- Availability of three Comparatives
As mentioned in the preface, the notification has made it mandatory for the concerned class of companies to follow Ind–AS and also to prepare and present the Financial Statements for the year ended March 31, 2017, along with the comparatives of March 31, 2016.
In light of the Notification issued by MCA dated February 16, 2015, the concerned class of are not only required to prepare the Financial Statements of the Current year as per Ind-AS but are also required to provide comparatives in accordance with Ind-AS. Hence, they need to apply Ind -AS retrospectively from the date of transition i.e. April 01, 2015 in case of Phase-I companies.
Since the date of transition of Ind-AS is April 01, 2015 the opening balances are also required to be adjusted in accordance with the Ind-AS and these adjusted balances should also be stated in the financial statements as comparatives of balance sheet along with the current and previous year figures.
Accordingly, the auditor is not only required to check the current and previous year balances but is also required to ensure that the opening comparatives which are being provided with the Financial Statements are fairly stated as these will also form part of the Financial statements. To ensure this, the auditor is required to check compliance with Ind-AS 101 “First-time Adoption of Indian Accounting Standards” and is also required to check whether the opening balances considered for the conversion are properly classified and stated correctly.
Further, Ind-AS 101 also requires that along with the Financial Statements there must be a disclosure presenting a reconciliation of re-instated previous year figures along with its opening figures with financials prepared in accordance with the previous standards. Hence, there is a requirement of an additional disclosure on account of reconciliation of comparative financials prepared in accordance with erstwhile standards with Ind-AS.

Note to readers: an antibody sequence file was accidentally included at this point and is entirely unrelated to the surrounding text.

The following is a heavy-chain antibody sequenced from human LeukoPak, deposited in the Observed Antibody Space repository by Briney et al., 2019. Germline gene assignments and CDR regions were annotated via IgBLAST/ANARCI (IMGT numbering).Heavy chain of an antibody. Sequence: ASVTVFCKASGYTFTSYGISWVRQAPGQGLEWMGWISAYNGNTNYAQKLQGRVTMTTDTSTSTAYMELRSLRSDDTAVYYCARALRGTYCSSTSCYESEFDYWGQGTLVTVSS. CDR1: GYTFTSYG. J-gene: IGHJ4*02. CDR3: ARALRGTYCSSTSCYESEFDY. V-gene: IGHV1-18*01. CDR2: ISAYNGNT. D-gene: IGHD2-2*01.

The requirements as explained above have resulted in increase in the work of the auditor and verification of the opening balances considered for transition of the Financial Statements. The auditor is not only required to check whether the differences identified have been fairly stated; in addition to disclosing the same in the Financial Statements along with the reasons of such differences.
- Changes in Accounting Policies
The adoption of Ind-AS has resulted in changes in presentation of financial statements of the Company, and also in the accounting policies. The auditor now has to ensure that the accounting policies of the Company has been appropriately modified in accordance with Ind-AS. Further, the auditor is also required to ensure that the treatment of various heads of the financial statement are properly documented in the accounting policies of the Company.
As a result of the above, it must also be ensured that clauses of various Contracts entered into by the Company with its vendors and customers are in accordance with its accounting policies.
With the introduction of the Ind-AS framework, the auditor now must gear up and modify his approach while conducting the audit of Financial Statements. The auditor should ensure compliance of the new Schedule III in respect of the Ind-AS which requires additional checks as compared to the previous framework.
Classification between financial and non-financial, availability of three Comparatives and change in accounting policies as given above are some of the key areas which will necessitate a change in the audit approach.
The new framework with an objective of facilitating comparison and better presentation is being implemented in a phased manner to enable the companies to transition into the new Financial Reporting Framework smoothly. The auditors and other accounting professionals impacted by the introduction of the new framework have challenging yet rewarding times ahead of them in managing this transition of Indian companies to a new globalized accounting regime.